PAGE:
Fabric of India: Percy Batliwalla talks to TFR about client centricity in challenging times

Face to face | 14 January 2016

Having found trade finance solutions to Asian crisis restructurings, Percy Batliwalla had demonstrated its resilience and innovation in banking. He talks to TFR about client centricity in challenging times

When Percy Batliwalla took over the trade and supply chain baton from Bank of America Merrill Lynch's (BofAML) industry treasure Bruce Proctor, in July 2015, many observers (including those of us here at TFR) wondered how on earth this 26-year legacy was going to be nurtured.

The short answer is nobody needs to worry. And while this understated career banker may not have dominated the speaker and industry panel circuits, his passion for shaping the business from a client-centric perspective is written all over him.


Batliwalla was born and brought up in the former Bombay, "somewhere along the line it got changed to Mumbai", he reflects. This actually happened in 1996, when the government renamed the city after the Koli goddess, Mumbadev, as part of a move to step away from British colonial names.

Batliwalla had, from an early age, been interested in economics, and how global markets actually worked. His father was an engineer in the textiles sector, which to this day represents around 12% of India's exports. It seemed fitting that the Bank of America Merrill Lynch global transaction services and corporate banking team happened to choose the V&A's exhibition on Indian textiles, The Fabric of India, as the venue for its 2015 year-end client reception.

In the mid-1970s, career choices were, said Batliwalla, "nice stereotypes", and of the three to choose from - "science, commerce or arts", he opted for commerce - after all he had grown up seeing one very important area of it in action.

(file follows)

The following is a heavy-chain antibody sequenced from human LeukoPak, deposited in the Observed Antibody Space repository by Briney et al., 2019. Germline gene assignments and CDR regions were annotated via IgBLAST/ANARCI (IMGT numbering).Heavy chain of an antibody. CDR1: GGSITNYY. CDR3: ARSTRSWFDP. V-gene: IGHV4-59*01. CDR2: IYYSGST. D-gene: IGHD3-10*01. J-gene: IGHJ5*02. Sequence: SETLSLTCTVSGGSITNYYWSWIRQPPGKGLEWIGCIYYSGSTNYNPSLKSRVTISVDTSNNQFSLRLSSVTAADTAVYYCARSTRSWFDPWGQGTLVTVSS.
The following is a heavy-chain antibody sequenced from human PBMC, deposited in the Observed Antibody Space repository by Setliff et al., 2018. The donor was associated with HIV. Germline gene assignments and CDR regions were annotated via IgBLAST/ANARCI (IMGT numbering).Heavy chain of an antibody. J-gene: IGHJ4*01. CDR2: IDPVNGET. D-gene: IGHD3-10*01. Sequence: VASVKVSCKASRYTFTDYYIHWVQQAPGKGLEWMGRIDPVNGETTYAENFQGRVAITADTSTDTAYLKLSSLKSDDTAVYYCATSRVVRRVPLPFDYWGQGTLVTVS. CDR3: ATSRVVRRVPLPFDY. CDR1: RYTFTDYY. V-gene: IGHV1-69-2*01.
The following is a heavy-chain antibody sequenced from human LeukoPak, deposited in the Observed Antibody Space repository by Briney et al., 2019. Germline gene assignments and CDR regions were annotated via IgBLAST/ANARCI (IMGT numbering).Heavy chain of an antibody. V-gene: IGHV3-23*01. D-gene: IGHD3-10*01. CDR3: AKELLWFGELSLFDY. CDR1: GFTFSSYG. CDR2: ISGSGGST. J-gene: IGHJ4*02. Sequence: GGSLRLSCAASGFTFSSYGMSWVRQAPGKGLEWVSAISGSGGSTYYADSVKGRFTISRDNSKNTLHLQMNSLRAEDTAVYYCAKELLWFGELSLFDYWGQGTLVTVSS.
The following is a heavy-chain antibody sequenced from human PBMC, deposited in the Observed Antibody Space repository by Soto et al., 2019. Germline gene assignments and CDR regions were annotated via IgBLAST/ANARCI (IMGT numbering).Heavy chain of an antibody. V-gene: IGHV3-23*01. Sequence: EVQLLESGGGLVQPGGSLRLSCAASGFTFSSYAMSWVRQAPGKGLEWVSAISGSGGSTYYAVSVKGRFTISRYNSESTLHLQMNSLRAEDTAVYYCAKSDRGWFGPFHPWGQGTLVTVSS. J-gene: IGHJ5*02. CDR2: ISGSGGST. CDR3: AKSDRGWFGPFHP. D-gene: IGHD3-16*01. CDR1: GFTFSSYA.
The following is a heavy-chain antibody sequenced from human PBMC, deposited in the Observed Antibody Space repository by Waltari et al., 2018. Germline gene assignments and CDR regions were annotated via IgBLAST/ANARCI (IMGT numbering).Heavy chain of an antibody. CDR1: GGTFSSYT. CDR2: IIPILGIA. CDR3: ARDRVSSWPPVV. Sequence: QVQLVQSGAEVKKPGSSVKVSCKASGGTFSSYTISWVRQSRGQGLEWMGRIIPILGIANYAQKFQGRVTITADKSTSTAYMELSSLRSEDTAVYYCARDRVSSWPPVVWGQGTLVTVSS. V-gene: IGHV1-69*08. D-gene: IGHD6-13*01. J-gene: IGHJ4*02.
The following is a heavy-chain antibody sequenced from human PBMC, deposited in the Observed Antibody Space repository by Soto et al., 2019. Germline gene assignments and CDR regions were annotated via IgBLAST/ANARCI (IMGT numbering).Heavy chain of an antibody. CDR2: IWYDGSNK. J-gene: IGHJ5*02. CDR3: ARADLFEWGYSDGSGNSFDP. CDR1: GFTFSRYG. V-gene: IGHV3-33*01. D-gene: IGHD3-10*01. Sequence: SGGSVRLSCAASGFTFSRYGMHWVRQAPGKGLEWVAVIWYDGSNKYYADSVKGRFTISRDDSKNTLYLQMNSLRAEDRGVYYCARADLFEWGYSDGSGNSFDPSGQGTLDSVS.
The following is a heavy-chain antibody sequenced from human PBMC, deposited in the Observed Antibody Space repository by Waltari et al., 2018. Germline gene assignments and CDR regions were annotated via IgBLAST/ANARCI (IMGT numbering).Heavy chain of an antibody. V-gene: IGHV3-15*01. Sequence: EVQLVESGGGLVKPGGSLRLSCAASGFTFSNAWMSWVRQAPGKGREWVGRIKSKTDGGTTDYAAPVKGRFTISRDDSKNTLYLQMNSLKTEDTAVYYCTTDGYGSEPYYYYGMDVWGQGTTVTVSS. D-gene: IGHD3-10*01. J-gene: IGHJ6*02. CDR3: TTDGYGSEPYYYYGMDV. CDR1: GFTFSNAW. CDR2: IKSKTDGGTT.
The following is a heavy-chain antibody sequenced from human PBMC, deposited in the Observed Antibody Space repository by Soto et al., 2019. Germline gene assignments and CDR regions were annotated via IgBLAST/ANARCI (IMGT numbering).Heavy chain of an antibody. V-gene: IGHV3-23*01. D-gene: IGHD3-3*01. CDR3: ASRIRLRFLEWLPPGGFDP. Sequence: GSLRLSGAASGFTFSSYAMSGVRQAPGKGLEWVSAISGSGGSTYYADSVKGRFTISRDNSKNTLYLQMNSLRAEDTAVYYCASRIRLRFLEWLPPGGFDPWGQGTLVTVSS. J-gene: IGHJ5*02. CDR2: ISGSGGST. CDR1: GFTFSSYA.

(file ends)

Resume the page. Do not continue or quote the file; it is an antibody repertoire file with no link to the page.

This involved making the decision to train as a chartered accountant with the Institute of Chartered Accountants India (ICAI), and the three-year course, along with the subsequent internships with a local firm affiliated with global accounting and consulting giant EY, provided the foundations of what would ultimately propel him into the banking sector.

"When I was doing my articleship, we covered assignments with a number of financial institutions related to audit, tax work and consulting. These included a couple of banks in particular," he reflects. He was handling a significant account for the firm - American Express Bank (as it was called then) and joined them post-qualification in their audit team.

Out of a suitcase

The bank's audit team covered the whole of Asia Pacific. "We had to go from country to country and live out of a suitcase. This was very interesting and not only gave you a good perspective of how transaction banking was done but a perspective of the world - which varied enormously from one part of Asia to the next."

He recalls the surprise during one audit in Korea when the local team became quite upset that he queried the standard practice of a "dojang" or a South Korean seal (stamp/chop) being accepted as a legal equivalent of a signature. "You could walk down the street and get one made."

I ask if fraud was ever a problem he encountered in his work there.

"Not that I recall, but this was in the days when, even in Seoul, not many people spoke English". While South Korea was still an emerging economy in 1994, it has since, of course, evolved into a highly developed economy, with corporates such as Samsung as shining examples.

Trade as a restructuring tool

By 1995 Batliwalla had transferred to the corporate banking part of American Express where he covered the whole range of corporate banking offerings including trade finance. "In those days we did everything from plain vanilla loans, to debt instruments, to structured finance and corporate finance."

But as the bank did more trade business with the major Indian businesses, it took the strategic decision to set up a more specialist trade business. "I wanted to do something different and have always enjoyed building businesses," he says. The first stage was to head the bank's trade business for India and South Asia from India, and this was followed by a move to Singapore (where Bruce Proctor had spent much of his career).